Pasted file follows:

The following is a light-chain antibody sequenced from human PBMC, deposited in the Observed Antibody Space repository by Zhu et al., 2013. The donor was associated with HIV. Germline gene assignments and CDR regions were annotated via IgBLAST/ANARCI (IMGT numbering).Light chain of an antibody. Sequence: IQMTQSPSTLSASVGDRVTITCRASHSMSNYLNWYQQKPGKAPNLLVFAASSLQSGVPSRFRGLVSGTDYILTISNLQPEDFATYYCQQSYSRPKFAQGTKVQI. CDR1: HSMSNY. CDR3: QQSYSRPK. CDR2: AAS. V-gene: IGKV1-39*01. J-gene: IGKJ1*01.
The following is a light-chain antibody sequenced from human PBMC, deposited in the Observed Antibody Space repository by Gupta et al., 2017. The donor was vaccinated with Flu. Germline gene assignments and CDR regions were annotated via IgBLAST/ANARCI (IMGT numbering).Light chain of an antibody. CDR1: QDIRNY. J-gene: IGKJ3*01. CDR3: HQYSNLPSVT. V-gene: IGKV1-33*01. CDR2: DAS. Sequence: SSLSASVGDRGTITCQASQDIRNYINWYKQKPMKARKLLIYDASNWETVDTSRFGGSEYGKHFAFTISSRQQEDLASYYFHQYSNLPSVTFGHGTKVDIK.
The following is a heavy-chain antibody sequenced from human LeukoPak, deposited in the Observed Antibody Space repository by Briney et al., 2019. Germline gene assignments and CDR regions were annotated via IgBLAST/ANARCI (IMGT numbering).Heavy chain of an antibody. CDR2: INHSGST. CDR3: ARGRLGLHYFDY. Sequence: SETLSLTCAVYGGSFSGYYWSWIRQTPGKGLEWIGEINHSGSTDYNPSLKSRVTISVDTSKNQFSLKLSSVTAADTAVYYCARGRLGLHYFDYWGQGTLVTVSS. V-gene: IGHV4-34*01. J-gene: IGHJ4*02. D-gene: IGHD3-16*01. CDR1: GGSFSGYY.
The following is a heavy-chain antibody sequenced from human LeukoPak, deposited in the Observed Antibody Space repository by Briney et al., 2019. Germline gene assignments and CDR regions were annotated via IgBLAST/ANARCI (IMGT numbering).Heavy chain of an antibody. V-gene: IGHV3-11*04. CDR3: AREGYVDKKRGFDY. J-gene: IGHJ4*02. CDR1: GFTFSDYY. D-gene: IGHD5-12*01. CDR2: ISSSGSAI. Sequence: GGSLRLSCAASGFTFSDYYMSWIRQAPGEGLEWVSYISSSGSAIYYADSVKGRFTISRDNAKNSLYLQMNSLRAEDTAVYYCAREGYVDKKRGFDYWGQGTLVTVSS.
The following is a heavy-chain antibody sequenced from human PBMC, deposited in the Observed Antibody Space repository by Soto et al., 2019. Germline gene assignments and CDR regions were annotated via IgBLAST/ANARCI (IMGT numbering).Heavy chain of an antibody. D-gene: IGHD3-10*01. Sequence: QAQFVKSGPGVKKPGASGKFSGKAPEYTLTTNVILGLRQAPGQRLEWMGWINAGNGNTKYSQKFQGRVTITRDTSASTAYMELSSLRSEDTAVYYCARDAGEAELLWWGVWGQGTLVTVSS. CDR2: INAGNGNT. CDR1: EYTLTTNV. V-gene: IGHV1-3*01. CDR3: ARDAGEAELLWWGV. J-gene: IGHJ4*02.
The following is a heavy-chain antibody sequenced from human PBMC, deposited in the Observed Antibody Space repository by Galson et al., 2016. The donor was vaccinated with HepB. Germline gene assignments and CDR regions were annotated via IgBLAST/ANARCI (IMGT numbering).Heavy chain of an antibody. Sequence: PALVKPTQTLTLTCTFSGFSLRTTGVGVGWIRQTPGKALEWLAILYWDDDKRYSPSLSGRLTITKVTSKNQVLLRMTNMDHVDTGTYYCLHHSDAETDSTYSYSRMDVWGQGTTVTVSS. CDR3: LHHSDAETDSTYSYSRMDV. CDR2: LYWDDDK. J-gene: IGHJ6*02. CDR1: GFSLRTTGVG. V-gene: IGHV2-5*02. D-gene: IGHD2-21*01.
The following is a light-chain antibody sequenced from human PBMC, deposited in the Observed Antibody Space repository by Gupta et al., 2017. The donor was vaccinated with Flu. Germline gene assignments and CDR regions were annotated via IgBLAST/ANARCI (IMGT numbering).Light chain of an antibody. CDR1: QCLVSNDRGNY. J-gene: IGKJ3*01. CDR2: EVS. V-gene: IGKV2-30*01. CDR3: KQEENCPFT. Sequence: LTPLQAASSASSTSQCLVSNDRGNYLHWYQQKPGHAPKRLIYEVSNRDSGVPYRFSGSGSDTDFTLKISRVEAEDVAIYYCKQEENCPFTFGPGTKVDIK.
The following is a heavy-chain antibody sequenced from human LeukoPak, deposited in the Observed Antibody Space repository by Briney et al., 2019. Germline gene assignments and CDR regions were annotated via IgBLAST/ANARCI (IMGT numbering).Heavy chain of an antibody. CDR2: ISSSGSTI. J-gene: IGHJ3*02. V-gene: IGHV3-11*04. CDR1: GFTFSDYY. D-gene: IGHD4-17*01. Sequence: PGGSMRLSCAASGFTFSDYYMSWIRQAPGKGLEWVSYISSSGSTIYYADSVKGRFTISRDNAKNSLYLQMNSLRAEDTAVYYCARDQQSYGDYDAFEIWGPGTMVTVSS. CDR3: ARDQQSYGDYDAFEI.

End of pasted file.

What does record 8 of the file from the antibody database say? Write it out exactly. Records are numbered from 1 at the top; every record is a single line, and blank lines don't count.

The following is a heavy-chain antibody sequenced from human LeukoPak, deposited in the Observed Antibody Space repository by Briney et al., 2019. Germline gene assignments and CDR regions were annotated via IgBLAST/ANARCI (IMGT numbering).Heavy chain of an antibody. CDR2: ISSSGSTI. J-gene: IGHJ3*02. V-gene: IGHV3-11*04. CDR1: GFTFSDYY. D-gene: IGHD4-17*01. Sequence: PGGSMRLSCAASGFTFSDYYMSWIRQAPGKGLEWVSYISSSGSTIYYADSVKGRFTISRDNAKNSLYLQMNSLRAEDTAVYYCARDQQSYGDYDAFEIWGPGTMVTVSS. CDR3: ARDQQSYGDYDAFEI.